Just 165 votes stood between victory and defeat for Gavin Barwell when he was re-elected as MP for Croydon Central, London's most marginal seat, at the 2015 general election.

The Conservative candidate, who is campaigning hard against Labour in the semi-detached, suburban corner of the capital, has since been promoted from senior government whip to housing minister thanks to Theresa May.

But, like everything else in UK politics for the foreseeable future, Brexit is dominating Barwell's brief.

There are major concerns among the construction industry that splitting from EU could see mass staff shortages across the sector, particularly since the prime minister has promised to introduce immigration controls.

A survey from the Royal Institution of Chartered Surveyors (Rics) released in March warned that the industry could lose nearly 200,000 EU workers. With the 8 June general election on the horizon, what could a Conservative government do to tackle the problem?

"We have worked closely with [Brexit Secretary] David Davis and his team to try and identify those [threats and opportunities] and we sat down with the sector and talked about it," he told IBTimes UK.

Barwell also wants the construction industry to "up its game" with training and apprenticeships. "We could do a much better job in further education in terms of having a new route into construction, getting more of our own people trained up in the industry," he said.

"Modern methods of construction also offer a opportunity to build homes using a different workforce in a factory-based setting."

The minister also stressed that the the government wants to resolve the issue of more than three million EU nationals living in the UK and Britons on the continent "as quickly as we can".

But an early agreement proposed by May at the start of the two-year-long negotiations has been rebuffed by Brussels. "Nothing is agreed until everything is agreed," an EU source said.

UK housing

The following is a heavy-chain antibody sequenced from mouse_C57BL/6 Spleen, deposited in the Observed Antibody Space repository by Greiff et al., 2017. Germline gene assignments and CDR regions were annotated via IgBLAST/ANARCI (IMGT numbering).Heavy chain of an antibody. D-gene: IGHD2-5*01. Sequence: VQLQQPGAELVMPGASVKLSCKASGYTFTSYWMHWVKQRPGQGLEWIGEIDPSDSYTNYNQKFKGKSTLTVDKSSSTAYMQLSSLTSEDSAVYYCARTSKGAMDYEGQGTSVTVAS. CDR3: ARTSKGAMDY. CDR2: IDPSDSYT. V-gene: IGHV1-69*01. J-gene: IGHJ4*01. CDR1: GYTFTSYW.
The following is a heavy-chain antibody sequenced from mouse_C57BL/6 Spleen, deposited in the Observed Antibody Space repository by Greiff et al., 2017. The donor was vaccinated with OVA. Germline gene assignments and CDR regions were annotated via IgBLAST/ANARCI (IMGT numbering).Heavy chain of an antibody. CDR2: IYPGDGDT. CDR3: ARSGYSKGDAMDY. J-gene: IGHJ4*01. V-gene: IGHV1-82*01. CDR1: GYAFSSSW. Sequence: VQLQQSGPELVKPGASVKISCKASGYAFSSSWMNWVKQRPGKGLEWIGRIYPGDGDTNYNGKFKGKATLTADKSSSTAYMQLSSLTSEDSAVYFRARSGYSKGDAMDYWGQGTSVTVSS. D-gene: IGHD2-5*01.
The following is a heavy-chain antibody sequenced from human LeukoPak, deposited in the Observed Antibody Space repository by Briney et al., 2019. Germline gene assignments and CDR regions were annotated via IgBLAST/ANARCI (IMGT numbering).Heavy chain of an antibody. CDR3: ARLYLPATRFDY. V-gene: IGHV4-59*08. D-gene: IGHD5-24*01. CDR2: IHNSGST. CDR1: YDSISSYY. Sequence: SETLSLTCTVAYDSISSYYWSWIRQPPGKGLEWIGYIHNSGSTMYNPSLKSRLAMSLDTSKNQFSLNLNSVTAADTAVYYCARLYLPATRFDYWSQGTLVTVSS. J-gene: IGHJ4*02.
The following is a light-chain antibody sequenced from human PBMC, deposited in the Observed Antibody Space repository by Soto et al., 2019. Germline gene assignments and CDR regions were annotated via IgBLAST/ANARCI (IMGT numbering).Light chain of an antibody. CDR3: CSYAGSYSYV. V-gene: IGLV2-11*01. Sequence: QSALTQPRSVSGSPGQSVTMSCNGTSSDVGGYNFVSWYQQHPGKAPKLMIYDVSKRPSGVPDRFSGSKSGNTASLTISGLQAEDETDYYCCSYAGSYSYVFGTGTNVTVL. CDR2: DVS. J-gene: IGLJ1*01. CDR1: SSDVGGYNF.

Justin Tallis/AFP

High rents are also a major issue alongside the demand for affordable properties in the UK, particularly in London. The average cost of new tenancies in the capital signed in April 2017 hit £1,519 per month, according insurance firm Homelet.

The figure is down 1.2% – the first decrease since 2009 – but it still amounts to more than £18,00 per year.

"There is no silver bullet," Barwell said. "There is nothing that I can do overnight which can transform the situation, but it's got to be a combination of long-term building enough homes so that housing becomes more affordable and in the short-term doing specific things to help people that are struggling in the market right now."

The government, among other things, is consulting on a Build to Rent scheme across England and is seeking views on banning rogue letting agents because of "significant upfront fees" people can face.

So with May promising to cap energy prices, should we expect a more interventionist approach from a new Conservative government on housing?

"You've got to get the intervention right, what you don't want to do is go so far that actually people withdraw from the market and make it worse for people," Barwell said.

"Overall, the title of our White Paper was 'Fixing Our Broken Housing Market so' there's a clear recognition in the title that the market is broken and the government will intervene."

For Barwell, a 45-year-old father of three who was born born and brought up in Croydon, there is a more "fundamental issue at stake" in the election.

"The challenges that the government faces at the moment in terms of the Brexit negotiations, in terms of keeping our United Kingdom together from the threat of Scottish nationalism and in terms of completing the business of getting our public finances back in the black," he said.

"The fundamental question that people are facing at this election is; who do they trust to lead the country through those challenging times?"

Theresa May and Jeremy Corbyn Getty Images